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VoIP call

A Voice over IP call, or VoIP call, utilizes packet-switched Voice over Internet Protocol (VoIP) or Internet telephony as opposed to the circuit-switched telephony used by the traditional Public Switched Telephone Network (PSTN). The advantage to VoIP phone calls is that unlike regular long-distance calls, calls made through a VoIP phone service are free – there are no fees beyond the cost of your Internet access.

Also referred to as online phones or Internet phones, a VoIP phone can be a physical telephone with built-in IP technology and an RJ-45 Ethernet connector instead of the RJ-11 phone connector found in standard phones, or it can be a voice-capable computer that uses VoIP hardware such as MagicJack or VoIP software like Skype. This flexibility makes it possible for VoIP calls to function as Internet phone-to-phone, Internet phone-to-PC, PC-to-PC or PC-to-phone calls.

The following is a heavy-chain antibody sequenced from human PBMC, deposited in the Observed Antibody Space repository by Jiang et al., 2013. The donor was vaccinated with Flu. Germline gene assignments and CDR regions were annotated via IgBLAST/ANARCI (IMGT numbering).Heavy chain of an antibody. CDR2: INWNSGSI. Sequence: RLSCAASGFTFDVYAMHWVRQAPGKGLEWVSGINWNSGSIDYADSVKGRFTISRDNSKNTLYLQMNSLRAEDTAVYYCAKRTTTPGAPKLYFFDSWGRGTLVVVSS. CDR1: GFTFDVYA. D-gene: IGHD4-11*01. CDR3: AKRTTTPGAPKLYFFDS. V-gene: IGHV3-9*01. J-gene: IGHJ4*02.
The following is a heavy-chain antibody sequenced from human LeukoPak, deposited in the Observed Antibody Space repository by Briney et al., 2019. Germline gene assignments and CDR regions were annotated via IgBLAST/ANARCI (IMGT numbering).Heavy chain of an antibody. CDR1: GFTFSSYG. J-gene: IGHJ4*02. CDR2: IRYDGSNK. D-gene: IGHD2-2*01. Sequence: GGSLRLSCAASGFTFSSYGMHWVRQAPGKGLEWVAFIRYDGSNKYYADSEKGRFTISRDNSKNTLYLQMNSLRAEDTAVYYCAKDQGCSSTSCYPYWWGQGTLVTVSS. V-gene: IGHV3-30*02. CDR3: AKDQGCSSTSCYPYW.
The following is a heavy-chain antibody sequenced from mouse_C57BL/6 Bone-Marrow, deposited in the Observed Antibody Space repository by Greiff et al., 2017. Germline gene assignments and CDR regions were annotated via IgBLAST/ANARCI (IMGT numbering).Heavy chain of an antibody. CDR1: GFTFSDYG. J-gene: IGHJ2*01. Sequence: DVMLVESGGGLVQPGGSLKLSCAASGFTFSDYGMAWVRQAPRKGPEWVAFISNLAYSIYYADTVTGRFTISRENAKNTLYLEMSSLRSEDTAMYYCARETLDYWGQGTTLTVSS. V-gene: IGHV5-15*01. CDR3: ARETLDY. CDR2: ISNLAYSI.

See The Difference Between VoIP and PSTN Systems in the Did You Know? section of Webopedia.
Also see the VoIP Meets WiFi article in the Did You Know? section of Webopedia.







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